I have no idea why there is so much hate for unions. Unions made it possible for many Americans to pursue life, liberty, and pursuit of happiness with jobs like supermarket cashier, construction worker, hotel workers, and truck drivers. If I remember correctly most union business's were able to reap profits for many years.

How would you feel if a corporation was selling "widgets" at a lose, just to put you out of business? Would you want protection help than?

JD: Your sports analogy was interesting. I view our government as the Commissioner of the "Game", its ensuring fairness like making sure one team has uniforms or players are not ringers. Like all professional sports, they are subject to new rules and review every season.

Your thoughts on competitive bidding sounds great, unfortunately this is not the case. I will use the bidding for the Metro Red Line as an example. The construction company won the bid by underestimating the job. Once they started construction, they activated their legal team and drove cost up. I think in the end the project was 30 million over budget...

John
 matchlight
Joined: 1/31/2009
Msg: 237
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History
Federal health care
Posted: 3/16/2010 2:51:07 PM

you cannot expect a market oriented approach to regulate prices or improve service. What you can expect in the absence of heavy regulation is gouging, deprivation, and the misallocation of resources--which is exactly what we have.


I notice you don't mention that it was government intervention that first caused the people who use health services not to be the ones who buy them. New laws gave employers a tax break for providing the insurance. Making health services artificially cheap for the user increased the demand for them.

It also created a demand for new, less strictly "medical" services--acupuncture, massage, and so. Because these didn't usually compete with existing services, but just added to them, they didn't keep the price of services from increasing. State laws that prevent people from buying health insurance from firms out of state have also eliminated competition that might have kept prices down.

The tax break for employers has distorted the market for medical insurance, not destroyed it. If I buy cases of oranges and give my neighbors all they can use, the fact they're no longer buying any doesn't mean the orange market my block represented has disappeared. It just means the identity of the buyer has changed. The employer became the buyer of health insurance, instead of the employees using it.

Where was all this gouging and deprivation you warn about in, say, 1960, when most people just paid for their own medical care? You're claiming a market failure justifies government intervention, when government intervention caused the distortion in the market in the first place.
 AceOfSpace
Joined: 5/28/2007
Msg: 238
Federal health care
Posted: 3/16/2010 7:02:34 PM

When I say that a bigger, or better company squashes his smaller competitor, this is life, this is what makes the smaller guy want to do better and achieve success, sure sometimes it never happens, but the opportunity is there.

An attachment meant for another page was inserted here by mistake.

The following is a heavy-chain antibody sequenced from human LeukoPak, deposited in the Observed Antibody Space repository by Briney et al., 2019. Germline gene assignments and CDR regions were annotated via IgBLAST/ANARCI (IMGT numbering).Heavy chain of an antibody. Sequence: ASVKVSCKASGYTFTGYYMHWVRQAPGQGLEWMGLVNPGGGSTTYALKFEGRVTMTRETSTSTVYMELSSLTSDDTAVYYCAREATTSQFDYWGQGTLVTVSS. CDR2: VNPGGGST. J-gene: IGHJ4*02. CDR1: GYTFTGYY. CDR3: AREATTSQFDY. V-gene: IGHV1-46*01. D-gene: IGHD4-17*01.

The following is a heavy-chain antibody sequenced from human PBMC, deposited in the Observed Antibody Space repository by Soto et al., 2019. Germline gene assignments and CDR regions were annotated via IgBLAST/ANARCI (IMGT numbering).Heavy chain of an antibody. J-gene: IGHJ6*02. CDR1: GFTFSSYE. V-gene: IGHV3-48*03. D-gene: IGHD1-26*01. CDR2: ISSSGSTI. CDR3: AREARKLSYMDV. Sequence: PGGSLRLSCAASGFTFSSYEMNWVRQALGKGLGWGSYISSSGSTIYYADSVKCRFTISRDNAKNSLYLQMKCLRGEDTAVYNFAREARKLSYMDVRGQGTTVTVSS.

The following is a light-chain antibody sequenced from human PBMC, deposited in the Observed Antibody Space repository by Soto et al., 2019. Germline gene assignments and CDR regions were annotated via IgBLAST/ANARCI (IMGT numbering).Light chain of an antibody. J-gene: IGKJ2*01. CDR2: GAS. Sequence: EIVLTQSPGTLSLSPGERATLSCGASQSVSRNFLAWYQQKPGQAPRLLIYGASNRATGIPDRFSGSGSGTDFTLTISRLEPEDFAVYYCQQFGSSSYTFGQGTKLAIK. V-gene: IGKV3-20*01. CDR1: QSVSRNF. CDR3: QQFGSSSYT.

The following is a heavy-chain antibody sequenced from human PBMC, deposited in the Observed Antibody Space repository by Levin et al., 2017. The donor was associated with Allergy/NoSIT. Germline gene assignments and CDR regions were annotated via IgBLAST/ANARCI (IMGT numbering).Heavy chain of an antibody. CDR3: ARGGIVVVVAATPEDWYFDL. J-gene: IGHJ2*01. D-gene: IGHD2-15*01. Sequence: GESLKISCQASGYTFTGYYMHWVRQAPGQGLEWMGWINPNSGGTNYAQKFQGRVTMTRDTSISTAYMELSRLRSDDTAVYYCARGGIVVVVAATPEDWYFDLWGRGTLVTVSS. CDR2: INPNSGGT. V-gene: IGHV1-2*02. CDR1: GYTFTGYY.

Well, so long as the big guy squashes you is playing by the rules, it is what it is. But when the big guy starts rigging the game, you need someone with enough clout to set the game straight again.


Government is necessary, but it isn't meant to be a big controlling game winner. It's only there to make sure teams are playing fair, not equally, because teams have different players, and some are better than others, there will be winners and losers.


Yep.


Why? I mean I do understand, that some rules will need to be laid out, that a governing body will create an equal opportunity for all who wish to play. But that's as far as it goes. If one team becomes dominate, they will get their run of dominance until someone comes along and knocks them off, this is competition.


Unless they get too big to fail, meaning that their activities are so intertwined with the functioning of the economy as a whole that their failure would create severe dislocations that impoverish everybody. Unlike basketball, it is possible for a corporation to dominate the entire economy or a vital sector of it. When that happens, it can hold the population hostage. And this is what we just saw with AIG and the financial collapse. That's no longer competition. There is a certain percentage of market share any key sector that indicates a systemic problem. Economies are interactive systems, and at a certain point the sports metaphor simply breaks down. When that happens, we need to remember that corporations are creatures of law, not of nature, and that the people who grant the privilege of a corporation to operate (meaning those of us who are not stockholders) have the right to revoke or restrict that privilege. No one has the right, by virtue of owning stock, to bring the rest of us to ruin.
 AceOfSpace
Joined: 5/28/2007
Msg: 239
Federal health care
Posted: 3/16/2010 9:15:30 PM
Seriously, how many companies have gotten even close to that. And why?


Back in the day, Standard Oil. U.S. Steel, the railroads. Hence the need for the Sherman antitrust act. In our lifetime? Most recently AIG and the big banks who were gambling on subprime mortgage-backed securities. In the '80s, the S&Ls. I'd argue that GM certainly has held us back, and I believe the oil companies have too.